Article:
The Secretary General of the CTO explains its mission to bring connectivity to everyone across the Commonwealth
Most people in Britain’s interaction with the Commonwealth is limited to the quadrennial Commonwealth Games, most recently held in Glasgow, but the union fulfils a number of other functions, not least in communications.
The Commonwealth Telecommunications Organisation (CTO) traces its origins back to the creation of the Pacific Cable Board in 1901, which worked on connecting the far-flung territories of the British Empire through undersea cables.
The organisation’s modern guise was created in 1967 but with telecommunications a global issue affecting all countries in the world what is the purpose of limiting discussion among a group of nations who happened to be part of the British Empire?
“The Commonwealth faces many challenges but it is a concept I believe passionately in,” Tim Unwin, Secretary General of the CTO told TechWeekEurope. “Non-Commonwealth countries can be members. South Sudan is a member and we’re talking with some Francophone countries about membership because they see value in what we do in a practical sense.”
“Everyone has an equal voice. A small island like Vanuatu or Samoa through to big countries like Nigeria and the UK are all in it together. A lot of people in Britain don’t understand the Commonwealth and a lot of people in other countries understand it and appreciate it a lot more and that is bizarre.
“It absolutely isn’t a neo-imperial body. Britain doesn’t have a particularly strong role in it. Many would argue it should have a much stronger role and put some money where its mouth is. Even when you take India out of the equation, the Commonwealth still has a huge population. If we can get an agreement on telecom issues in the 53 countries of the Commonwealth, isn’t that a good thing for the likes of the International Telecommunications Union (ITU)?”
Role of the CTO
The CTO’s central ambition is to use ICT and telecommunications for development and has three main vehicles. One is training, another is research and the third involves conferences and workshops like the Cybersecurity Forum held in London last week. These events share best practice and develop policy frameworks for member nations.
Unwin said the CTO is a good example of a multi-stakeholder organisation comprising industry bodies like the GSMA, the private sector and public sector.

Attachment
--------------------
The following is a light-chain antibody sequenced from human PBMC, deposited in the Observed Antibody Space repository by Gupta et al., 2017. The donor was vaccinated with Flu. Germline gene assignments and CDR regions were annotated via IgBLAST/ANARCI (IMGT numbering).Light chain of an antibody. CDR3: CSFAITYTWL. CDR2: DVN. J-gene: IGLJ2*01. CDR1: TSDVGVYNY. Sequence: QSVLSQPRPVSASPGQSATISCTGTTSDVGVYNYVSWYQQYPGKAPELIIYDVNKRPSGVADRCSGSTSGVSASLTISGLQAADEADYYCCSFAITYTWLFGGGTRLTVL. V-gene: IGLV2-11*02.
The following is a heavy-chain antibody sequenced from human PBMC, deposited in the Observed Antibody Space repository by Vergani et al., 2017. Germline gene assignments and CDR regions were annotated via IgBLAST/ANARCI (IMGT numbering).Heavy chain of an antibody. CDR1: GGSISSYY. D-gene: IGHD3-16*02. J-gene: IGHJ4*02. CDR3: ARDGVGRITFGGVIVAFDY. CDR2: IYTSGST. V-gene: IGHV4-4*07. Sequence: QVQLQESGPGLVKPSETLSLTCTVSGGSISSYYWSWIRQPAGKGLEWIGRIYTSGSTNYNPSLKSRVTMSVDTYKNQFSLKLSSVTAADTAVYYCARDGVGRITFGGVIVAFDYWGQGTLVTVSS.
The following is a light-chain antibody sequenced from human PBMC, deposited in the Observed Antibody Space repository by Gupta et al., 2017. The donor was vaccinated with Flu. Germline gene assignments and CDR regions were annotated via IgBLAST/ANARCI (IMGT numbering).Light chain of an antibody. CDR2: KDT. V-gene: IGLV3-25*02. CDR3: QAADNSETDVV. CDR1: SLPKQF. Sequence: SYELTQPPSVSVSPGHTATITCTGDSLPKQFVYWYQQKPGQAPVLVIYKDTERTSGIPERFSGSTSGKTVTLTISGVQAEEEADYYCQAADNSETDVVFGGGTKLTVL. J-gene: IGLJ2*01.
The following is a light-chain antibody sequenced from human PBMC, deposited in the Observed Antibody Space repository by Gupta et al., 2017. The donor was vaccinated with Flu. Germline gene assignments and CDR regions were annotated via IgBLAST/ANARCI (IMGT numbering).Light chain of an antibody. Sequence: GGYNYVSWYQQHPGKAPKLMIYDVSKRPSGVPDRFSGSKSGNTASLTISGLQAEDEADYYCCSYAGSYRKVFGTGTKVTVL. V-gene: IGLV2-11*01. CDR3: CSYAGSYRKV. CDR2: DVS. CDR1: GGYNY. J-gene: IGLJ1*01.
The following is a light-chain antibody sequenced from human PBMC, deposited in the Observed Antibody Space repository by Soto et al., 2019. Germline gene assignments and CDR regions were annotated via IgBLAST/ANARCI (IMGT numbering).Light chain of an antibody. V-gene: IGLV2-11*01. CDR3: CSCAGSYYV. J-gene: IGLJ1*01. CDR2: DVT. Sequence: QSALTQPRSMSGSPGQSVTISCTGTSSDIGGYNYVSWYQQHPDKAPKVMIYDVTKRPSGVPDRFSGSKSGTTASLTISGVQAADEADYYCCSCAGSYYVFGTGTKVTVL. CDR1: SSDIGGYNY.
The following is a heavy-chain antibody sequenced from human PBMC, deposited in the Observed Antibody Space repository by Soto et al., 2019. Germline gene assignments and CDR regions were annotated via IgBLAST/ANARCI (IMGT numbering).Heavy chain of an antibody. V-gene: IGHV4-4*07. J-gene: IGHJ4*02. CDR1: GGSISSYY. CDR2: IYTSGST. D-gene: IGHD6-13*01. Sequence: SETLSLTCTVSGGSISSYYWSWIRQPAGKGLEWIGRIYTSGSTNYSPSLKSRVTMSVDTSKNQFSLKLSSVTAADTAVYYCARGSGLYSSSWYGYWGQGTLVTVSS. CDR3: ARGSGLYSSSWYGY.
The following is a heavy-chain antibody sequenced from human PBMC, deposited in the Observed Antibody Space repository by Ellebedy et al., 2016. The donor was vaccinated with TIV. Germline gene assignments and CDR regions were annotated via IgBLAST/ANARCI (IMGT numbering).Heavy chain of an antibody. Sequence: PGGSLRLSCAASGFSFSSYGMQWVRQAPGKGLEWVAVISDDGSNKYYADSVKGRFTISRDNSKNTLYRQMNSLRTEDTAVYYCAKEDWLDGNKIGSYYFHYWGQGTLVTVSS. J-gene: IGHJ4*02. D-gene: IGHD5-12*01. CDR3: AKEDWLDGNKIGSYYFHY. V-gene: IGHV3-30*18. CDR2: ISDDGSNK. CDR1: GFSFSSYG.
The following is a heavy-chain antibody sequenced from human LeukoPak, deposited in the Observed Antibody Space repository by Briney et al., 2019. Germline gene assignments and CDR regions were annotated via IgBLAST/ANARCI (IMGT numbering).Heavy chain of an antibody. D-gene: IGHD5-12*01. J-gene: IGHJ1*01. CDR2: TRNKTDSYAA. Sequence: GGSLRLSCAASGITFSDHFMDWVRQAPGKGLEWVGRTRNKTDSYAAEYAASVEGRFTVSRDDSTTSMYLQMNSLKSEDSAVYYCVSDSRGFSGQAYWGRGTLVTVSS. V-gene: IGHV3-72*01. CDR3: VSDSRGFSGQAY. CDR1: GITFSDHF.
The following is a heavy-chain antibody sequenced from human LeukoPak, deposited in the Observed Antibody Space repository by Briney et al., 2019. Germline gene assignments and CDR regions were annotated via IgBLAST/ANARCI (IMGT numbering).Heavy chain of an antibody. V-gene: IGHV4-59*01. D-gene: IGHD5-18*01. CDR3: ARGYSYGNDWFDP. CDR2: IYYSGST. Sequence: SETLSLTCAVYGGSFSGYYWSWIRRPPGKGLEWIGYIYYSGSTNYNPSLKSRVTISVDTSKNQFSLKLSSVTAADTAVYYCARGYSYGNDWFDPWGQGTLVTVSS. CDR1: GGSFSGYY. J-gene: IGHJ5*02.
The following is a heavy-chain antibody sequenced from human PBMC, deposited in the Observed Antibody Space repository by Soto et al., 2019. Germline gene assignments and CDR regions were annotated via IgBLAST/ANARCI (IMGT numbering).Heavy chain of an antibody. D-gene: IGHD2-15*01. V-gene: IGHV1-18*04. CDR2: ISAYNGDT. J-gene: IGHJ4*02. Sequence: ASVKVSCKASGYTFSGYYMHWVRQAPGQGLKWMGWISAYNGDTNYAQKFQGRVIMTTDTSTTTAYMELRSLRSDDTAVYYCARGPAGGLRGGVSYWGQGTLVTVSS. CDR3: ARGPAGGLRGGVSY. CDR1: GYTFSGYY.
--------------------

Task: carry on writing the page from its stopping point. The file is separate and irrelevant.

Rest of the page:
“We focus on six priority areas: broadband and mobile broadband, regulatory issues, cybersecurity, IT with disabilities, IT for skills and entrepreneurship and youth,” he explained. “We’re an international treaty organisation and so we represent our members’ interests. For example, at the ITU, ICANN etc., we convene Commonwealth participants and anyone interested and reach agreements.
“We very rarely come out with our official statements because we tend to work behind the scenes. We’re not like the ITU where everyone has to agree on a document.”
Different challenges, same ambitions
Of course there are vast economic differences between Commonwealth members, which influence the CTO’s role in development. The issues, such as access, affordability and technology, are universal said Unwin, it’s the barriers that are different.
“Britain has 15 percent of households not connected and wants to go to digital by default. Therefore it marginalises those people,” he said. “Sierra Leone has 1.7 percent connected – that is just a difference in scale. The technology can lead to increasing inequalities.”
“The question is how we make sure the poorest, the most marginalised get access,” he continued, stating that the role of the public and private sectors need to be balanced to ensure everyone is covered. “We target the most marginalised and that’s my passion.”
The type of technology is different too. In the UK, although state funding has been provided for the Mobile Infrastructure Project, the majority of investment has come through the Broadband Delivery UK (BDUK) initiative.
However in emerging countries, mobile Internet access is much more prevalent and with a large proportion of the Commonwealth population aged 25 or under, many have never known anything different. But Unwin said no matter what the method, the connectivity aims are the same.
“We’re now in a mobile age and that’s happening for everyone in the world,” he said. “We don’t enough about what the real implications for that are.
“I think Mozilla’s $25 -30 smartphones could be a game changer. They could be really disruptive.”